Homeschooling can be a rewarding way to educate your children, but sometimes you can have too much of a good thing. Read on to learn how you can save your family from the grips of the homeschool monster.
Much like the swamp monster, homeschool gremlins lie about harmlessly camouflaged, hiding in the guise of everyday life. There may be a benign pile of workbooks and an unassuming stack of homework waiting to be graded, but that's just normal, right? But then it begins to happen...
Soon the piles grow, and your family starts eating dinner on the sofa because the kitchen table has been lost somewhere under homeschool paraphernalia. You find yourself doing 'just one more thing' at midnight. Weekends that used to be devoted to family time are now consumed by makeup lessons and catching up on lesson plans. If any of this sounds familiar, take heart: you are not alone.
If homeschooling has taken over your family's life, there are some concrete things you can start doing now to alleviate the issue. They include revisiting your reasons for and style of homeschooling.
Identifying the Problems
Begin by acknowledging that a problem exists. The earlier you catch it, the easier and faster you can remedy the situation. Make a list of changes that need to be made, and include your entire family when compiling the list. You are probably not alone in your feelings of invasion, but your spouse and children may identify problem areas you don't see.
Next, brainstorm ways to make changes. If everyone is involved in the decision process, you'll find that cooperation is much more likely! After all, this is a family affair, and sometimes different perspectives bring refreshing and unexpected ideas. Let's look at some things to keep in mind as you brainstorm for solutions.
Evaluating Your Reasons
People homeschool for all sorts of reasons. It's important to remember why you chose to homeschool in the first place, and maybe more importantly, why you are choosing to continue. Evaluate your current situation. Perhaps your focus or your methods have shifted from your original goals, and that is causing a disruption. It's easy to get caught up in the latest teaching trend or involved in co-ops and activities because 'everyone else does them.' Honestly look at why you are choosing to homeschool, and make sure your routines support your reasons.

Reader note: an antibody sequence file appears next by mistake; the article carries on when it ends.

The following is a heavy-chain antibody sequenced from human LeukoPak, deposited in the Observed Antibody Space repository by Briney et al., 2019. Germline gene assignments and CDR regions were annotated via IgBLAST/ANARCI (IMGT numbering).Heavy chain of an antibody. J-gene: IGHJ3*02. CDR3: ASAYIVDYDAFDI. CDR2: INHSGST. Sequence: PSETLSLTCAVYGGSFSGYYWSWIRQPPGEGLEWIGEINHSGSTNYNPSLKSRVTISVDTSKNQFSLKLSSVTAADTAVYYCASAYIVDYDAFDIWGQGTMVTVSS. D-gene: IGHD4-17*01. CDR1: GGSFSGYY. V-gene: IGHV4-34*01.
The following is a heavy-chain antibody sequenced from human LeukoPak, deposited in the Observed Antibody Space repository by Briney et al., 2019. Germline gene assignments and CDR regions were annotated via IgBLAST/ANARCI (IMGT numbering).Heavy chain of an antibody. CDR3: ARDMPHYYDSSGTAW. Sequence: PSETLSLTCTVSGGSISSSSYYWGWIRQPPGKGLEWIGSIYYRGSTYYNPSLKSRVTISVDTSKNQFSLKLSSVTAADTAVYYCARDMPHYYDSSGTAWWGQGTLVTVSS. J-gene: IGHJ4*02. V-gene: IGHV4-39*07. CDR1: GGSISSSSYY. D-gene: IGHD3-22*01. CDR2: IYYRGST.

Understanding Your Style
Some homeschool families don't do structured learning at all (unschooling), and others spend countless hours together as a family using unit studies to study history and literature across the grade levels at one time. Others still use structured online programs (like Study.com) that are virtually standalone and require little to no input from a parent. Some families use co-ops for classroom instruction, completing homework during the remainder of the week.
What is your family's homeschool style? There isn't a right or wrong answer, and you may find the answer changes as your family grows (up or larger!) or circumstances change. But, it is important to recognize what your homeschool style is and how it affects your family life. For example, unit studies take a lot of parent prep and involvement and can quickly take over you thoughts - and your house! But for families who enjoy that style, unit studies are worth it and the occasional invasion is part of the fun.
If you find yourself or your family feeling overwhelmed or invaded, perhaps the homeschool style you have chosen isn't a good fit. Don't feel guilty, just talk about what isn't working and try something new!
Setting Family-School Boundaries
It's important to be able to separate school from home life. One of the easiest ways to do this is to physically have a space to move, store, or do school where you can shut a door to or put a lid on a box (not a clear crate where it can taunt you all weekend!) Everyone in the family needs time away from school physically - kids included. Out of sight is out of mind.
The other kinds of boundaries you need to evaluate include those related to the clock. The beauty of homeschooling is that there are no steadfast rules; however, nearly everyone can benefit from some sort of routine and designated downtime.
Some families like to get started in the morning with a routine schedule, and often their children are done by mid-day. Many families like to look at their weekly schedules, factor in when their children seem to learn best, and then schedule 'school.' Sometimes it can be best to set aside times each day or during the week when no school take place. Regardless, of how you decide to schedule your homeschooling time, make sure it includes down time and respect the boundaries!
Viewing It as a Learning Process
Homeschooling can be a rewarding experience for your family, but it can easily become a consuming 24/7 activity that takes over every aspect of your family's life. If that begins to happen, step back and take a look at where you are. Try brainstorming together as a family to get back on track. And remember, homeschooling is a learning process!
Study.com's homeschool curriculum can make instruction easy through simple lesson planning, video learning, automatic grading and progress tracking. Learn more about it here.